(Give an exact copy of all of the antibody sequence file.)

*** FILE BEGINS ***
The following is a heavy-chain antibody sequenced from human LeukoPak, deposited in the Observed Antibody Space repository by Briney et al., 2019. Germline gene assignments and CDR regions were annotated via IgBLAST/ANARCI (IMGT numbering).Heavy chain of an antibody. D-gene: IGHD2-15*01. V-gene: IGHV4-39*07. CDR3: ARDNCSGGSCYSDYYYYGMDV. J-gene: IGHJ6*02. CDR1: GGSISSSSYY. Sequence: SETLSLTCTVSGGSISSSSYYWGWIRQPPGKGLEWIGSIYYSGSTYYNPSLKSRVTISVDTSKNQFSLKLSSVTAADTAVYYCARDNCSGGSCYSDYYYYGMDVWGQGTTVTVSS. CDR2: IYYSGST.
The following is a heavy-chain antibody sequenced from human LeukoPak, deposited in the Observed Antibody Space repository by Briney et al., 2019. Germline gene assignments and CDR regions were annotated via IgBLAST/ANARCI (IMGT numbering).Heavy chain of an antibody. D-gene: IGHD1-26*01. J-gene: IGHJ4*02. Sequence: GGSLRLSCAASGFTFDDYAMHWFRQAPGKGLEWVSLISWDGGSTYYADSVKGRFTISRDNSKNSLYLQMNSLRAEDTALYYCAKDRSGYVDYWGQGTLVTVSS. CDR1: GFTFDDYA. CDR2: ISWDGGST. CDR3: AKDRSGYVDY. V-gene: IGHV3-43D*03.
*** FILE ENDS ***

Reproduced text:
The following is a heavy-chain antibody sequenced from human LeukoPak, deposited in the Observed Antibody Space repository by Briney et al., 2019. Germline gene assignments and CDR regions were annotated via IgBLAST/ANARCI (IMGT numbering).Heavy chain of an antibody. D-gene: IGHD2-15*01. V-gene: IGHV4-39*07. CDR3: ARDNCSGGSCYSDYYYYGMDV. J-gene: IGHJ6*02. CDR1: GGSISSSSYY. Sequence: SETLSLTCTVSGGSISSSSYYWGWIRQPPGKGLEWIGSIYYSGSTYYNPSLKSRVTISVDTSKNQFSLKLSSVTAADTAVYYCARDNCSGGSCYSDYYYYGMDVWGQGTTVTVSS. CDR2: IYYSGST.
The following is a heavy-chain antibody sequenced from human LeukoPak, deposited in the Observed Antibody Space repository by Briney et al., 2019. Germline gene assignments and CDR regions were annotated via IgBLAST/ANARCI (IMGT numbering).Heavy chain of an antibody. D-gene: IGHD1-26*01. J-gene: IGHJ4*02. Sequence: GGSLRLSCAASGFTFDDYAMHWFRQAPGKGLEWVSLISWDGGSTYYADSVKGRFTISRDNSKNSLYLQMNSLRAEDTALYYCAKDRSGYVDYWGQGTLVTVSS. CDR1: GFTFDDYA. CDR2: ISWDGGST. CDR3: AKDRSGYVDY. V-gene: IGHV3-43D*03.